The application of 3D holograms is far-reaching, especially in the field of medical technology. The real-time and dynamic hologram is predicted to shorten the operation time and provide better operation effect. Dynamic three-dimensional hologram is likely to replace the current two-dimensional imaging, such as magnetic resonance scanning, so that surgeons can have a more comprehensive real-time understanding of the internal system of patients, thus reducing the invasive nature of surgery and reducing accidents on the operating table.
The wide use of 3D holograms requires a new type of miniaturized optical system, which can be integrated on the chip with minimum power consumption, can move the beam to free space, control the beam shape, and have tunable wavefront. Although existing technologies can answer these questions, so far, it is difficult to combine them into a single system.
TMOS is the center of excellence for hypersurface optical systems of the Australian Research Council. The researchers of the center use hypersurface optics to combine vertical nanowires with micro-ring lasers made of semiconductor nanostructures, making this technology a step towards reality.
Vertical nanowires have special directionality and can effectively form laser beams, but their configuration will cause significant photon leakage in the laser process. The place where the photon reflecting base mirror is also where the nanowire is connected with the substrate. This connection makes the nanowire become an inefficient laser.
On the other hand, in micro-ring lasers, most of the photons move in parallel with the substrate, thus reducing photon leakage and achieving higher laser efficiency, but it is very difficult to control the direction and shape of the beam.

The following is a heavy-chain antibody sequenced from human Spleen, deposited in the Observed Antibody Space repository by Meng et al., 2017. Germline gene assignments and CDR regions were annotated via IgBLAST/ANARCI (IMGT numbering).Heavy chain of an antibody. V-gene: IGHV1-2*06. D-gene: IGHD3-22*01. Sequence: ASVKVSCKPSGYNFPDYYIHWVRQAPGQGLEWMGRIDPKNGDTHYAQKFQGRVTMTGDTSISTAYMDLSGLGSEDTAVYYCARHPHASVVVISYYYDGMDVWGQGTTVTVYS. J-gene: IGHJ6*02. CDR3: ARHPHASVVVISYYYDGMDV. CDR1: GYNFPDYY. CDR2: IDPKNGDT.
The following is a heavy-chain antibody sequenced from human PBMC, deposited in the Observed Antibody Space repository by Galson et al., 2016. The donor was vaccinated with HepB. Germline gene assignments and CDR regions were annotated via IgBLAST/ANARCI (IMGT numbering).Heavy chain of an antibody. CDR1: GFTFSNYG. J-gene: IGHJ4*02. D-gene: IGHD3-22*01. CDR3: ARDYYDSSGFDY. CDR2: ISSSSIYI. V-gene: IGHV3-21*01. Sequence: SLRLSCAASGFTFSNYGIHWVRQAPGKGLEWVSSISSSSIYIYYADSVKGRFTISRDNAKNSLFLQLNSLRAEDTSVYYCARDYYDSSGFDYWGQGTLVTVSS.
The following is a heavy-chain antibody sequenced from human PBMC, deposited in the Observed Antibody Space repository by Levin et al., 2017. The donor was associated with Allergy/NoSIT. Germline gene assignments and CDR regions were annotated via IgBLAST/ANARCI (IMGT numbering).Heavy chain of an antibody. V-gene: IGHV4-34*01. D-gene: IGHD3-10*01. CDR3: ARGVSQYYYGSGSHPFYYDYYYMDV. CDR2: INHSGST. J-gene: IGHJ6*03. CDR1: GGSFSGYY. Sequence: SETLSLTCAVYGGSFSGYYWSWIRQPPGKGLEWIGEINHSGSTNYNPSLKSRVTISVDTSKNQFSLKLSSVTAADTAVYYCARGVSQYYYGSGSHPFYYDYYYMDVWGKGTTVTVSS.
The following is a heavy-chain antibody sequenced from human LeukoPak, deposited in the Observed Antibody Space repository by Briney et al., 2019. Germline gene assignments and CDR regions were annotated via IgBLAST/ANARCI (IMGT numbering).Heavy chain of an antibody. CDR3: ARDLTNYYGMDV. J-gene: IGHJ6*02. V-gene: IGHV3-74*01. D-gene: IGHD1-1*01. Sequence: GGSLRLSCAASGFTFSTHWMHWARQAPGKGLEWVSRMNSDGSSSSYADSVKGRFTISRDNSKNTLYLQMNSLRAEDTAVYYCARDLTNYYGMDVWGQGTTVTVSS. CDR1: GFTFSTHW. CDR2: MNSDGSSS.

For the first time in the world, researchers of TMOS combined InP micro-ring laser cavity with vertical InP nanowire antenna. The antenna is located in the center of the cavity, guiding photons to a free space with a specific beam shape, which is the development required for 3D holograms. The micro-ring and nanowire cavity are used as light source and antenna respectively, and the selective area epitaxy technology is used to grow simultaneously.
The size of this equipment is less than 5 μ m. Finally, a single hologram pixel can be formed. The effectiveness of this coupling has been proved in the laboratory, and the details are published in the journal Laser and Photonics Review.
Wei Wen Wong, the lead author of the study, said: “This is the way forward for the on-chip micro-laser with low power consumption and tunable emission. This new development has removed a key obstacle to the realization of 3D holograms. We hope that this novel device can one day be integrated into a device that is small enough and cheap enough, so that medical professionals can put it into their pockets when going to remote areas, so that they can project full-color dynamic holograms from the on-site operating table.”
Hoe Tan, chief researcher of TMOS, said: “The development of dynamic holograms is one of the flagship projects of our center. Teams from five participating universities are working together to make this goal a reality. The next step of our research is to create a pixel array, in which the wavefront and beam shape can be independently controlled and dynamically adjusted.”